'Backfire' Documentary Focuses Lens On Volkswagen Diesel Scandal

Mark Stevenson
by Mark Stevenson
8216 backfire documentary focuses lens on volkswagen diesel scandal

Oscar-nominated documentarian and businessman Steve Kalafer is again putting on his producer hat in his latest project, called “Backfire: The Volkswagen Fraud of the Century,” a documentary that aims to find the truth behind the Volkswagen diesel emissions scandal, reports Automotive News.

And he’s the perfect person to do it: Kalafer is also a Volkswagen dealer.

Kalafer, best known for “Sister Rose’s Passion,” a documentary about a nun’s efforts to fight anti-Semitism in the Catholic Church, and for “The Soprano State: New Jersey’s Culture of Corruption,” which examined corruption and politics in New Jersey, will team up with his son, Jonathan, to make the film.

The film producer owns a 17-franchise group in New Jersey, one of them a Volkswagen store, so the project hits close to home for him. However, he will stay behind the camera as he believes any on-camera involvement on his part will have a negative effect on the film.

“I will not have a point of view,” he said. “The participants will.”

The documentary will focus on other stakeholders, such as customers, dealers, regulators, and even former Volkswagen executives.

To date, Kalafer hasn’t launched a website for the film, and it’s not listed as a current project on IMDB. However, we hope Kalafer is successful his project, if for no other reason than this one line during his interview with AN.

“When I came to Volkswagen [to discuss the film], they said, “Why are you doing this?’ I said, “To tell the truth.'”

Atta boy.

[Image: University of West Virginia]

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19 of 30 comments
  • Rday Rday on Apr 10, 2016

    The germans deserve all the bad press they are getting for their hubris and arrogance for the last several centuries. Pride go-eth before the fall, as i recall hearing years ago.

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    • Darkwing Darkwing on Apr 11, 2016

      @Old Man Pants I prefer to think he's actually taking a stand for Saxon reparations stemming from the Thirty Years' War.

  • Tstag Tstag on Apr 11, 2016

    If VW had put a fuel tank in the wrong location of a car causing death and injury to purchasers of said cars then you could justifiably throw the book at them and go for damages that could close the company down. The fact that GM and Ford both built rubbish cars (the Pinto and the Malibu) that did have the fuel tank in a stupid place should cause people to ask why VW is being treated as harshly as they are relative to the big US car makers. Something about VW being German and Ford/ GM being American may well have something to do with this. If I were VW I'd wind down VW in the US by letting them go under. The total number of cars vs the amount of money they make in the US is not worth it. I'd then buy FCA and make VWs under the Chrysler badge. It would be cheaper and more profitable long term. It would also give VW an American icon which I suspect would make them less vulnerable to attack by protectionists in the US. Ironically I don't thing VW has been treated harshly enough in Europe where they should be compensating every car maker they stole diesel sales off!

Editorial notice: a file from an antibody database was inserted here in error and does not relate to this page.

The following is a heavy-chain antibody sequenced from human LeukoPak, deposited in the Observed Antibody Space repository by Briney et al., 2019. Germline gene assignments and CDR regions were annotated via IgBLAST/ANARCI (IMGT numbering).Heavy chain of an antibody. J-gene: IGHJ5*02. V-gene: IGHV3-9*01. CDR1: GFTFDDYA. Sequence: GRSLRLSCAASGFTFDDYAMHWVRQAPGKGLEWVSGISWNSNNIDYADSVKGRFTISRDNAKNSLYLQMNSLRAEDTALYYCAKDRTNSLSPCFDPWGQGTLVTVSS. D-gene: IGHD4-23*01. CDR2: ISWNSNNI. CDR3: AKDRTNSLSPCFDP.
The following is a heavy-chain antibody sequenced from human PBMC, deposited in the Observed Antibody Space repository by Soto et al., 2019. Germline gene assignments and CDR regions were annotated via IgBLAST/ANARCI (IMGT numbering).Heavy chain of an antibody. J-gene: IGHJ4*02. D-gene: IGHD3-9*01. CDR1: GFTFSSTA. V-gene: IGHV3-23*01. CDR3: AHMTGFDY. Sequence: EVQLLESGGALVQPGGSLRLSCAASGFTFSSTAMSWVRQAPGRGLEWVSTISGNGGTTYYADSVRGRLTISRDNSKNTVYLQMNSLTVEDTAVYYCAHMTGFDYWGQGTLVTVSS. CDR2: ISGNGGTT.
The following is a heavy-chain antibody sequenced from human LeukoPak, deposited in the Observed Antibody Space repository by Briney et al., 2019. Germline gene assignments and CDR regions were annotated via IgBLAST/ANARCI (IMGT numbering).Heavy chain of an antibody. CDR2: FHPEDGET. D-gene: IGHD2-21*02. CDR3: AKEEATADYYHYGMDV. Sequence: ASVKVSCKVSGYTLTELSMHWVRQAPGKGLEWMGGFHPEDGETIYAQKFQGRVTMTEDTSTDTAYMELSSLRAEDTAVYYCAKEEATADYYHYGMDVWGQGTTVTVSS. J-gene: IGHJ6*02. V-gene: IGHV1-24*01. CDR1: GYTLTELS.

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    • Jack Denver Jack Denver on Apr 11, 2016

      I think that you are missing that NoX emissions kill people just the same as exploding airbags or defective gas tanks.

  • Jasper2 Jasper2 on Apr 11, 2016

    Question to all readers: Anybody believe VW will be leaving the U.S. market in 2016-2018?? Specifically, VW will still produce cars in the southern U.S. but sell all VW brand elsewhere?

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    • Raph Raph on Apr 11, 2016

      Naw, VW might loose a few faithful and people who might have been interested in the brand but by and large VW guys are a loyal lot like any brand or model wing nut. When all this first broke in a matter of days my VW buddies started circulating a brand "testimonial" that went something like; "I don't know what they've been saying in the media but this is a pic of my totaled Passat Diesel wagon that survived a direct thermonuclear hit. If I had been in any other brand... blah blitty blah blah blah".

  • Storz Storz on Apr 11, 2016

    Red jacket, blue jacket who gives a $hit just buy em back.

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    • Derekson Derekson on Apr 11, 2016

      @brettc It's just like every other scandal in the automotive industry. Non-enthusiasts get bored after a few weeks of stories and forget about it. This is why Toyota never suffered from the unintended acceleration scandal or Honda from the Takata stuff, etc. I think things were different in the 80s before the 24/7 media blitz when the 60 Minutes segment almost killed Audi in the US.